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Computational Approaches in Transcriptome Analysis (CATA)


Course name: Computational Approaches in Transcriptome Analysis (CATA)

Course dates: 6 May – 10 May 2019

Location: Department of Informatics, University of Bergen

Main organizer: Dr. Anagha Joshi, Computational Biology Unit, Department of Clinical Science, University of Bergen (Anagha.Joshi@uib.no)

Registration form: HERE

Study credits: 5 ECTS

Maximal number of Participants: 15

Registration deadline: April 4th

 

Lecturers:

  • Dr. Eric Bonnet, computational biologist and team leader, Centre National de Recherche en Génomique Humaine (CNRGH), France
  • Dr. Ana Cjevic, RCUK fellow, University of Cambridge, UK
  • Jayaraman Siddharth, Research fellow, University of Edinburgh, UK
  • Dr. David Dolan, Computational Biology Unit, Department of Informatics, University of Bergen
  • Professor Tom Michoel, Computational Biology Unit, Department of Informatics, University of Bergen
  • Dr. Sushma Nagaraja-Grellscheid, Computational Biology Unit, Department of Informatics, University of Bergen

 

Course description:

Microarray technologies revolutionised molecular biology by providing genome-wide snapshots of the transcriptional status of cell or tissue samples. This genome-wide exploration was facilitated by the evolution of standardized computational approaches for data processing and downstream analysis. Many of these tools were further extended or modified after the advent of RNA-sequencing technology. Now, after nearly a decade in existence, short-read bulk RNA-sequencing has decidedly gone mainstream, and further new technologies have evolved to reveal ever more intricate aspects of the transcriptional landscape of a cell. For example, single cell sequencing allows to trace cellular differentiation in minute detail, to study cell-to-cell heterogeneity, or to identify rare cell types, whereas long read single molecule RNA sequencing (Pacbio, Nanopore) allows the analysis of full-length transcripts to elucidate structural variations, expression variations within complex gene families, or the rapid identification of pathogens. Development of new technologies brings novel biological insights previously unaccessible due to technical limitations, but also means that new computational methodologies are required for data processing and analysis.

 

This five day course will familiarize students with state-of-the-art computational tools and methods for analyzing transcriptomes. This will include data generated using well established technologies such as microarrays and short-read bulk-RNA sequencing, as well as data generated using new emerging technologies, such as single-cell and long-read RNA-sequencing. The programme will be split each day into two half-day sessions, where the first half will take a lecture format, and the second half will be a hands-on practical session. The lectures will provide the introduction and computational analysis protocols for the technology presented that day. This will also include computational challenges arising from these data, both in terms of raw data processing and downstream analyses, as well as examples of novel biological insights that have already been gained. During the hands-on sessions, students will analyze example datasets and learn to interpret the results.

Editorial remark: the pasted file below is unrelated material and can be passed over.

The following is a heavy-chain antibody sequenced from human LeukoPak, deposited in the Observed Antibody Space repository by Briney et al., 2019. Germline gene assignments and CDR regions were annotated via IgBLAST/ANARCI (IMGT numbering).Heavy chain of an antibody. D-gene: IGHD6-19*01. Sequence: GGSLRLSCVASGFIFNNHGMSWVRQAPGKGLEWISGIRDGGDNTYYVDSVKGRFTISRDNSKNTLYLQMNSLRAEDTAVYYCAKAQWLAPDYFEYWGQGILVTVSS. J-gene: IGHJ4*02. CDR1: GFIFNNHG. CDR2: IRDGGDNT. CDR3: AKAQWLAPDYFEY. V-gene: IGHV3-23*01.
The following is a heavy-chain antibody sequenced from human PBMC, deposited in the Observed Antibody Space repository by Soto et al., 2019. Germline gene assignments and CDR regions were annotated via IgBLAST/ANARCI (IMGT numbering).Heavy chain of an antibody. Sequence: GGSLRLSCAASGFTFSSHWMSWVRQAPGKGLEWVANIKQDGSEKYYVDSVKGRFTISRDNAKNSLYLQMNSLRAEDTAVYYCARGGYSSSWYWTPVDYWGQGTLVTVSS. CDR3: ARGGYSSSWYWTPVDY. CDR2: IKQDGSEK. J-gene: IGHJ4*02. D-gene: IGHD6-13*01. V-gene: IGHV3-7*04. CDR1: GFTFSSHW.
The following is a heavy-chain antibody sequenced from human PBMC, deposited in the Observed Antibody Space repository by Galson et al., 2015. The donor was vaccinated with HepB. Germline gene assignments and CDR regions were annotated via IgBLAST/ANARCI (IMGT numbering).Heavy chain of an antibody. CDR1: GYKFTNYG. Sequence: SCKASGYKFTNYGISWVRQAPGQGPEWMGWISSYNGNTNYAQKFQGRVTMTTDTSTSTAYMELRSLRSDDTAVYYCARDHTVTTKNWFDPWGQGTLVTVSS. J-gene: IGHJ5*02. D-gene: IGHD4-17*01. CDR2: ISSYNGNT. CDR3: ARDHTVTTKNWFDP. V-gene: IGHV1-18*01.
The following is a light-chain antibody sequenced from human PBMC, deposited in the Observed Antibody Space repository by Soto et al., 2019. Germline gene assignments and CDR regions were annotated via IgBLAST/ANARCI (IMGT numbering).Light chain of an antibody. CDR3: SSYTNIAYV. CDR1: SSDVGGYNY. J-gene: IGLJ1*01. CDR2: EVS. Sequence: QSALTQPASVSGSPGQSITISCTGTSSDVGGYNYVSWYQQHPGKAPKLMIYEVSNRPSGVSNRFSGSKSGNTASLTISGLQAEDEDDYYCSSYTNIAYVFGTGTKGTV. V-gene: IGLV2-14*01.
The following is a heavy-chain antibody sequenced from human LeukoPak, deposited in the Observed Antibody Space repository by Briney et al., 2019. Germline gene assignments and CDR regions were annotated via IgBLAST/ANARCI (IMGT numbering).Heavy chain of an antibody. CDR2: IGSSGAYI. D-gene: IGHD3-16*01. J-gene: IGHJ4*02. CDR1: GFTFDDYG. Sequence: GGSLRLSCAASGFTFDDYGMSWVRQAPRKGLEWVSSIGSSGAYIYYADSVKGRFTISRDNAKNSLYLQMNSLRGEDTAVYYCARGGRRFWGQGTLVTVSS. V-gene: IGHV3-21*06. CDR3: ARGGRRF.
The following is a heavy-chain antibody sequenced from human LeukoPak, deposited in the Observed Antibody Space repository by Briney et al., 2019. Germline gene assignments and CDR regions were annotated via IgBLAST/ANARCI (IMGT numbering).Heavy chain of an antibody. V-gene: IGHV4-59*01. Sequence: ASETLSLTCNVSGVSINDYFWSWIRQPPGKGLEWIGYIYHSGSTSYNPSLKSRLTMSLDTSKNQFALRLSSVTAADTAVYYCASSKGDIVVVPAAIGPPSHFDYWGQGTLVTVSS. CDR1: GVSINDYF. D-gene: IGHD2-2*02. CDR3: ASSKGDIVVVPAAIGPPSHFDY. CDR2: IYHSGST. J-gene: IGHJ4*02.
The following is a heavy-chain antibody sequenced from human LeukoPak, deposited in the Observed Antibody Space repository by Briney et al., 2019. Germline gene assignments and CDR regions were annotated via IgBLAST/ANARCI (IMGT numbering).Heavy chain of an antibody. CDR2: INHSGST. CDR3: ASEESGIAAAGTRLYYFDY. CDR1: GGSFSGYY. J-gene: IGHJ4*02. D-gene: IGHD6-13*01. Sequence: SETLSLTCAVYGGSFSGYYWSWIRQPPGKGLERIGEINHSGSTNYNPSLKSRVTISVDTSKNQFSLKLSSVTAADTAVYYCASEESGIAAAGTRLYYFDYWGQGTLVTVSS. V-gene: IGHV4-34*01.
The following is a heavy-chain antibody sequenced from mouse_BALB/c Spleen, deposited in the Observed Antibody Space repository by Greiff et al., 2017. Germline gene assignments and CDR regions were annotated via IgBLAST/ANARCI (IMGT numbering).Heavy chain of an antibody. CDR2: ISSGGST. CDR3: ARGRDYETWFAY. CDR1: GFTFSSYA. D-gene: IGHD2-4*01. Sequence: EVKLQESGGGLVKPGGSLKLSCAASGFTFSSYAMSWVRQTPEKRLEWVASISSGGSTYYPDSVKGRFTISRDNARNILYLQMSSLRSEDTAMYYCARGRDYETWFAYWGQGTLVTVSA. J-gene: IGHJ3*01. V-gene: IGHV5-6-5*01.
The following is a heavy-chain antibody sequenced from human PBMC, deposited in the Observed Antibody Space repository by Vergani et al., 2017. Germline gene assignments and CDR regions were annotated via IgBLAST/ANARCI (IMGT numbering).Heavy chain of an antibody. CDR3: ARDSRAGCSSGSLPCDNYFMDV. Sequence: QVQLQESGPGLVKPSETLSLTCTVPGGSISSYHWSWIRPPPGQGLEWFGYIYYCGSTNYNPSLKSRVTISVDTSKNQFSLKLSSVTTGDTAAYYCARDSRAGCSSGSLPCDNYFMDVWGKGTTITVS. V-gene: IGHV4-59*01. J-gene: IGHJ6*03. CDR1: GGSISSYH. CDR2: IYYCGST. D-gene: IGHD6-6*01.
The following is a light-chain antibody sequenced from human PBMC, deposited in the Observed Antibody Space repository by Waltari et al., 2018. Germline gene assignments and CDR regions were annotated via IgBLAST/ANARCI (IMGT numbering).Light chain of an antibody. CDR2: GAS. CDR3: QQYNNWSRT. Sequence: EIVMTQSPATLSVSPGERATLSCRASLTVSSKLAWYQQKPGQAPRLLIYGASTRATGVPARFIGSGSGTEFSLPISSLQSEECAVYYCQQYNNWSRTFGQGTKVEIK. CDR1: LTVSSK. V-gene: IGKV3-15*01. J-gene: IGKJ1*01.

Course program:

An intensive one-week long course with lectures (including discussions in the mornings) and practical hands-on sessions (in the afternoons).

 

Date: 6th May 2019

1.30pm-2.00pm – Welcome ( +  practicalities) 

2.00pm-4.00pm – International invited lecture (Dr. Eric Bonnet)

4.00pm-4.30pm – Introduction to course material 

 

Date: 7th May 2019

Theme: Bulk RNA seq analysis

9.00am-10.00am –Invited Lecture 

10.00am-10.30am – Tea/Coffee

10.30am-12.30pm – Classroom teaching 

12.30pm-1.30pm – Lunch

1.30pm-4.30pm – Hands on/Practical session 

 

Date: 8th May 2019

Theme: RNA-seq Alternate Splicing

9.00am-10.00am – Invited Lecture 

10.00am-10.30am – Tea/Coffee

10.30am-12.30pm – Classroom teaching 

12.30pm-1.30pm – Lunch

1.30pm-4.30pm – Hands on/Practical session

 

Date: 9th May 2019

Theme: Single molecule, real time sequencing (PacBio)

9.00am-10.00am – Invited Lecture 

10.00am-10.30am – Tea/Coffee

10.30am-12.30pm – Classroom teaching 

12.30pm-1.30pm – Lunch

1.30pm-4.30pm – Hands on/Practical session 

 

Date: 10th May 2019

Theme: Single cell RNA-seq analysis

9.00am-10.00am – Invited Lecture 

10.00am-10.30am – Tea/Coffee

10.30am-12.30pm – Classroom teaching

12.30pm-1.30pm – Lunch

1.30pm-4.30pm – Hands on/Practical session 

 

The students will bring their own laptop with R installed.

 

Learning outcomes and competence

  • To obtain an understanding of established and emerging technologies for transcriptome analysis.
  • To familiarise with the research frontiers in the field of transcriptomics.
  • To acquire skills to perform transcriptome analysis, including data quality control, downstream analyses (differential expression, clustering, etc.), interpretation of results, and post-processing/presentation of results.
  • To be able to identify appropriate methods for a given problem, and to perform transcriptome analysis using R and Bioconductor packages

 

Prerequisites

 The course expects the participants to have:

1.       Knowledge of fundamentals of molecular biology: genes, expression of genetic information, eukaryotic cell structure, transcription and post-transcriptional control etc.

2.       Understanding of the linux operating system and basic skills in (any) programming language (knowledge of R would be an advantage).

 

Evaluation

Please provide a plan for evaluation (report based, presentation, written or oral or exam)

The evaluation will be report-based. The students will analyse a transcriptomic dataset (preferably their own data or data related to their own research topic), interpret and write a report.